The fact that domesticated cats are still mostly wild makes them complicated creatures. Many of our cats live in the comfort of our homes– complete with cozy beds, fresh food and water, and cuddles on demand– without ever setting paw outside. Still, they hold onto wildcat instincts that have been passed down through many generations of cats (many of whom were also house cats). It’s one of these wildcat instincts that may keep your cat’s injury or illness nearly undetectable.
Image Source: Moyan Brenn via Flickr.com
Countless loving cat parents have taken their cats to the veterinarian for things they initially have felt silly about. Maybe the cat’s meow sounds a bit higher pitched or she “just doesn’t seem like herself” for reasons that can’t quite be pinpointed. Sometimes the exam and tests performed during these hunch visits show major illnesses such as the onset of diabetes or kidney disease, and we are left to wonder why our cats weren’t more vocal about their pain.
In the wild, a cat is both predator and prey. If she shows that she is injured or in pain she immediately becomes a target. In her mind, showing weakness means getting eaten for lunch. The only way for a sick wildcat to stay safe is to hide and keep quiet– which is why your ill house cat may take to napping under the bed in a low-traffic area of your home rather than in her usual perch in the living room.
Image Source: Martie Swart via Flickr.com
It can also help to remember that cats aren’t innately social creatures like we are. Beyond mating and raising litters, wildcats are largely solitary. That means that when they become ill they don’t have a community of other cats to take care of them and nurse them back to health. Being vocal about their pain won’t bring help and protection– it’ll bring predators and death.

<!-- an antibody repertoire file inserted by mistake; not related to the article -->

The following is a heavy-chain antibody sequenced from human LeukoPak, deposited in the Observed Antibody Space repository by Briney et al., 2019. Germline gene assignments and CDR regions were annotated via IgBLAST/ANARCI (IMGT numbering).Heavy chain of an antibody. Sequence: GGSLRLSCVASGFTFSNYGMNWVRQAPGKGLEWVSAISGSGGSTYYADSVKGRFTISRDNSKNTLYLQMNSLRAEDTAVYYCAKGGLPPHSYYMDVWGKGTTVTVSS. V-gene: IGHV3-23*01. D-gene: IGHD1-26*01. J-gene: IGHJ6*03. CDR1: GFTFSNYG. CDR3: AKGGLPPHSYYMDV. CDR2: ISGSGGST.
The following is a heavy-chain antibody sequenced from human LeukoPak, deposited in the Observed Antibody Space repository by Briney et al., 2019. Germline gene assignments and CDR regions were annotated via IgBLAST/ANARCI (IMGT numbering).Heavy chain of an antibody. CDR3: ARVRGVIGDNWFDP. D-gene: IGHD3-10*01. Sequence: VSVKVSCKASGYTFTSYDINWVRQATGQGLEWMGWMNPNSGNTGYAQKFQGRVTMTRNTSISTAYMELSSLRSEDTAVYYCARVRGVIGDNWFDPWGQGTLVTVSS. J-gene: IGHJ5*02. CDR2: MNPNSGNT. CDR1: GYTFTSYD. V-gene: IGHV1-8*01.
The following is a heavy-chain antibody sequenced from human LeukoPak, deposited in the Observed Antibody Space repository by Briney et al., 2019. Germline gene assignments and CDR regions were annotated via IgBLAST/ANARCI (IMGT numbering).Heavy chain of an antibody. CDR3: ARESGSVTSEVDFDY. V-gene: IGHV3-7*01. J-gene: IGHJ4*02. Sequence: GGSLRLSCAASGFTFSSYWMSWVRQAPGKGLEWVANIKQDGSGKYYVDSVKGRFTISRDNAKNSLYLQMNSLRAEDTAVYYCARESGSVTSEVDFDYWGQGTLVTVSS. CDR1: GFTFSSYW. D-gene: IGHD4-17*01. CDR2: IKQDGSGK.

Image Source: Tom Godber via Flickr.com
The best way to care for your cat is to pay attention to your own instincts and to take subtle changes in her habits and behavior seriously. Remember: nobody knows your cat better than you do. Here are some classic red flags to look out for:
- Changes in activity level or sleeping habits
- Changes in eating habits
- Changes in social habits– both with humans and other household animals
- Changes in water intake
- Changes in litter box habits
- Unexplainable weight gain or loss
- Changes in grooming habits
- Vocal changes
In addition to keeping a close eye on any changing habits or behavior, staying up to date with your cat’s annual exams can go a long way in detecting problems that your cat is hiding.